Integration of miRNA and gene expression profiles suggest a role for miRNAs in the pathobiological processes of acute Trypanosoma cruzi infection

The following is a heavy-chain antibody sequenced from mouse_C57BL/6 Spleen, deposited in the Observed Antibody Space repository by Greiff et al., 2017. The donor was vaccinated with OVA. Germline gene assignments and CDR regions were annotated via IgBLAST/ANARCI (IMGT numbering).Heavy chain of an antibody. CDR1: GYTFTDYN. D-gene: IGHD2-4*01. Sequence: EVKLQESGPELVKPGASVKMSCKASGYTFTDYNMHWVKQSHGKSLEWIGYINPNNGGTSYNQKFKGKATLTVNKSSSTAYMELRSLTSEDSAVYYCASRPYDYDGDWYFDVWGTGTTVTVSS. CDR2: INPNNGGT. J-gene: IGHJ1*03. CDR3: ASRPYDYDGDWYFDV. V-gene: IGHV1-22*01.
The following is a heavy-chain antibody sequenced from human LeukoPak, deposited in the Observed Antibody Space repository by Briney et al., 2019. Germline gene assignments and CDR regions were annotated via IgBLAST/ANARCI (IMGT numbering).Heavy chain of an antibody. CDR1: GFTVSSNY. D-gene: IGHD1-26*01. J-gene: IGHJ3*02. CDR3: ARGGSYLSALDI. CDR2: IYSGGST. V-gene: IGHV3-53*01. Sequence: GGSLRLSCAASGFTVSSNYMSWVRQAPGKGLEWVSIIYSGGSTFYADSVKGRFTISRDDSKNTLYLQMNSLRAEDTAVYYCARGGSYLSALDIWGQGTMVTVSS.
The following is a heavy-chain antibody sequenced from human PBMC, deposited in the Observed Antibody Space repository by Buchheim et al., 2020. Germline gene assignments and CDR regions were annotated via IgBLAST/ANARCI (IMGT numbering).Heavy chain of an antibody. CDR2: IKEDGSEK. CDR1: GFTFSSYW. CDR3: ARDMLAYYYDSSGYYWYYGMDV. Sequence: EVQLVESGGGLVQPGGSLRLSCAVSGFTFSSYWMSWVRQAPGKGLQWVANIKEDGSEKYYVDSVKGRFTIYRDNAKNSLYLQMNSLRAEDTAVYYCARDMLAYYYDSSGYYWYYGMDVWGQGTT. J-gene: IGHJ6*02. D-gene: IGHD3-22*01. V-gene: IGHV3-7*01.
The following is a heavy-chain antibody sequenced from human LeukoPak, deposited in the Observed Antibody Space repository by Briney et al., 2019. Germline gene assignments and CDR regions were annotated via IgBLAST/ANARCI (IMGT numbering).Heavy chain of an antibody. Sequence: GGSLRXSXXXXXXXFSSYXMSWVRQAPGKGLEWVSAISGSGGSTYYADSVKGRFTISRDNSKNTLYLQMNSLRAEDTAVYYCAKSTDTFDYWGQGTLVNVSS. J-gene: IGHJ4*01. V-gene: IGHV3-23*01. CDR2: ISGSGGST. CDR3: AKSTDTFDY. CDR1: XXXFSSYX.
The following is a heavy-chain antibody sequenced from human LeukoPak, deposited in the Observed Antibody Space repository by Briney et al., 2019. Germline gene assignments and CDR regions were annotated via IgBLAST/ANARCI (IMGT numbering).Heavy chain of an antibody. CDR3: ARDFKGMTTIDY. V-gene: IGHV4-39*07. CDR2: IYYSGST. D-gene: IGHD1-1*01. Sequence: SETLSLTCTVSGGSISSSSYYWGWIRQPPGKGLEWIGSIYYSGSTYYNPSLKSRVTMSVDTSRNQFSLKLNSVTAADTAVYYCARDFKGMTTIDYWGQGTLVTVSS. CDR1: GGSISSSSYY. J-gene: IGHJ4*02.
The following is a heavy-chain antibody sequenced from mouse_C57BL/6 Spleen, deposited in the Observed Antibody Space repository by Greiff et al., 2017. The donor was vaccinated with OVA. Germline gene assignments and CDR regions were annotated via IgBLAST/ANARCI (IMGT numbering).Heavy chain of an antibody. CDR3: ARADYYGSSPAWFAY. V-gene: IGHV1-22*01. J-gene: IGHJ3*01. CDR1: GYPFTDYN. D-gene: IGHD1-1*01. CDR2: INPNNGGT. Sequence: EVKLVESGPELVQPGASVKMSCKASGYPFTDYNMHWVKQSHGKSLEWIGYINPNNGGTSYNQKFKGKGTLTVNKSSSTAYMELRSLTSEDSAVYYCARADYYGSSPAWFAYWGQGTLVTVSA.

Chagas disease, caused by the parasite Trypanosoma cruzi, is endemic in Latin America. Its acute phase is associated with high parasitism, myocarditis and profound myocardial gene expression changes. A chronic phase ensues where 30% develop severe heart lesions. Mouse models of T. cruzi infection have been used to study heart damage in Chagas disease. The aim of this study was to provide an interactome between miRNAs and their targetome in Chagas heart disease by integrating gene and microRNA expression profiling data from hearts of T. cruzi infected mice. Gene expression profiling revealed enrichment in biological processes and pathways associated with immune response and metabolism. Pathways, functional and upstream regulator analysis of the intersections between predicted targets of differentially expressed microRNAs and differentially expressed mRNAs revealed enrichment in biological processes and pathways such as IFNγ, TNFα, NF-kB signaling signatures, CTL-mediated apoptosis, mitochondrial dysfunction, and Nrf2-modulated antioxidative responses. We also observed enrichment in other key heart disease-related processes like myocarditis, fibrosis, hypertrophy and arrhythmia. Our correlation study suggests that miRNAs may be implicated in the pathophysiological processes taking place the hearts of acutely T. cruzi-infected mice.